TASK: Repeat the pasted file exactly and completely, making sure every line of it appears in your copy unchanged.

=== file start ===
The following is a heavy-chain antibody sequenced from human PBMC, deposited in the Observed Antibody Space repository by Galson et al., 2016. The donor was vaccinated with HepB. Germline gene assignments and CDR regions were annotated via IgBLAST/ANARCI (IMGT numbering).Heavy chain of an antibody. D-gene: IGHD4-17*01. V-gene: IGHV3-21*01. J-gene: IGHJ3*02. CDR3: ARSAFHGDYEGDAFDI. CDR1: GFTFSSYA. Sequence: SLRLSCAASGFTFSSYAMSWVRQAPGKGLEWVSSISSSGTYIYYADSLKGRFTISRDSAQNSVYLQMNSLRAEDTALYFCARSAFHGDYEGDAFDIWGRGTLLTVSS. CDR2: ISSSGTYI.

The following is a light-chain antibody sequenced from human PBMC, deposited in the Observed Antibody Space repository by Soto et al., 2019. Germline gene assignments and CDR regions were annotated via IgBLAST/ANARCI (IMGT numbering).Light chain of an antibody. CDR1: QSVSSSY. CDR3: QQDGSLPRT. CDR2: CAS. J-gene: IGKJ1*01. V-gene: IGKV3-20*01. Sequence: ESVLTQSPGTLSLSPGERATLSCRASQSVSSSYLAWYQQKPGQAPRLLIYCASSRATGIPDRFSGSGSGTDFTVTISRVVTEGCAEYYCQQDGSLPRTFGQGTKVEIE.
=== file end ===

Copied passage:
The following is a heavy-chain antibody sequenced from human PBMC, deposited in the Observed Antibody Space repository by Galson et al., 2016. The donor was vaccinated with HepB. Germline gene assignments and CDR regions were annotated via IgBLAST/ANARCI (IMGT numbering).Heavy chain of an antibody. D-gene: IGHD4-17*01. V-gene: IGHV3-21*01. J-gene: IGHJ3*02. CDR3: ARSAFHGDYEGDAFDI. CDR1: GFTFSSYA. Sequence: SLRLSCAASGFTFSSYAMSWVRQAPGKGLEWVSSISSSGTYIYYADSLKGRFTISRDSAQNSVYLQMNSLRAEDTALYFCARSAFHGDYEGDAFDIWGRGTLLTVSS. CDR2: ISSSGTYI.

The following is a light-chain antibody sequenced from human PBMC, deposited in the Observed Antibody Space repository by Soto et al., 2019. Germline gene assignments and CDR regions were annotated via IgBLAST/ANARCI (IMGT numbering).Light chain of an antibody. CDR1: QSVSSSY. CDR3: QQDGSLPRT. CDR2: CAS. J-gene: IGKJ1*01. V-gene: IGKV3-20*01. Sequence: ESVLTQSPGTLSLSPGERATLSCRASQSVSSSYLAWYQQKPGQAPRLLIYCASSRATGIPDRFSGSGSGTDFTVTISRVVTEGCAEYYCQQDGSLPRTFGQGTKVEIE.